“Oh, how I long to pause more, to step back
into that moment between things”
My history of being driven by doing is extensive. In high school, I got to study hall at 5:30am, afraid of the conflict and emptiness in my home life. In college I read the suggested and required reading before my courses began. While I lived in community, I worked two full time positions. In my career until my early 50's, I often worked 80 hour weeks. While it's true I loved and still do love my work in Leading from the Hearts, this was way out of balance.
wrong with me. I know I am not alone. What is it about waking up at 3 am with obsessive thoughts and dreadful feelings that cannot be abated without a pharmaceutical remedy?
Those of us who have been faced with a sudden illness, depression, loss of job or loss of direction know what “enforced” pauses(the kind of pause in which we did not have a choice) can engender is our spiritual and emotional lives. We live in a culture where worth is measured by how busy we are. Doing MORE and having MORE is our mantra.
So, the question is “why would anyone want to pause?” In my early 50's, I left my life's work in Denver for my first long-term sabbatical. I thought the sabbatical would last 3 months but it actually took 3 years before I was really ready to reenter the work arena as a spiritual entrepreneur. I could see that the way I was working was not working. I wanted to take the risk of a time out.
My definition of “pausing” would be to suspend activity and to temporarily disengage from goals and the outdated value that says “doing” is God and making money, in and of itself, is holy. A pause can last a moment, a few days, or be a longer retreat or an extensive sabbatical. When we pause, we disrupt the pattern and we open to the possibilities that exist in the stillness. When we say no to “doing”, we say yes to “being”, and pausing becomes a practice, our life becomes fuller and richer.
While in that 3 years traveling around the US and Canada, every feeling under the sun came up(in fact, all the feelings I was suppressing by being so busy showed up for healing). Learning how to be with the feelings and how to honor the process was and still is a significant life skill. When I went back to work, I had so much more capacity for compassion, for quiet, for equality, for depth, and I had a renewed spring in my step. Creativity guided all my next decisions and my business has been thriving ever since.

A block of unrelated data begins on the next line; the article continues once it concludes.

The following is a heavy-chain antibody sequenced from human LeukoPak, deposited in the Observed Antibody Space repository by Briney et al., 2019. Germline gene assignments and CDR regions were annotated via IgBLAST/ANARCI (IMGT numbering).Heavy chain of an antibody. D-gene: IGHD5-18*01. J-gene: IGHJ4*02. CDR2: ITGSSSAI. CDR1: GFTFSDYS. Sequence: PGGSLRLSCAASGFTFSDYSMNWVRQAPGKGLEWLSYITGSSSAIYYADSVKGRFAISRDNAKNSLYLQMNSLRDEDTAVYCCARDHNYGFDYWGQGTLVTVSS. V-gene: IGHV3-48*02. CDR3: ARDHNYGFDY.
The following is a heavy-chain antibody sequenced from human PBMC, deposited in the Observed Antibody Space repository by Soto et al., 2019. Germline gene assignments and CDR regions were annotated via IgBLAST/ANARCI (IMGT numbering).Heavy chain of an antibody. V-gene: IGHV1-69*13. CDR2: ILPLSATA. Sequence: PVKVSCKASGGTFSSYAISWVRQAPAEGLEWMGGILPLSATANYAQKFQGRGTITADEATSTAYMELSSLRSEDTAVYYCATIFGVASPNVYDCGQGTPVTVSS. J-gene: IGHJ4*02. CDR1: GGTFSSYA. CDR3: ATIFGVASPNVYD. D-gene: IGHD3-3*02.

I know most of my readers are not at a place to take a long-term sabbatical, however, learning to meditate can be a daily way to get respite. I use centering prayer and mindfulness meditation to fill the need for a refreshing pause.
I am learning to be the kind of person who values kindness over productivity. I really don't even believe in success or failure. I just want to show up in the moment and be true to the students I work with. I value being of service more than making money, though making money is absolutely okay with me. I have decided that I make “enough” money.
I am discovering that if I say “I'm going to pause here”, or “let me think about this”, or even “I don't know”, my world will not fall apart. Instead, I have a chance to return to center, to a spacious place within. At the end of our work days, my husband and I are learning to ask “when did you take time for being today?”, rather than the question about “what did you do today?”
I think I'll take a pause now, maybe a nap – pick this writing back up in a day or two to see what could open up after a time out. Perhaps you would like to join me in your own pause!
THANK YOU FOR LISTENING, PATRICIA
By Hamid Rahimi
One’s throat must be like a garden
And one’s eyes like windows
Through which love passes;
And one’s stature
Must be like a tree
That rises out of rocks;
And poetry must be like a singing bird
Perching on the highest branch of a tree,
Breaking the heavy silence of the world.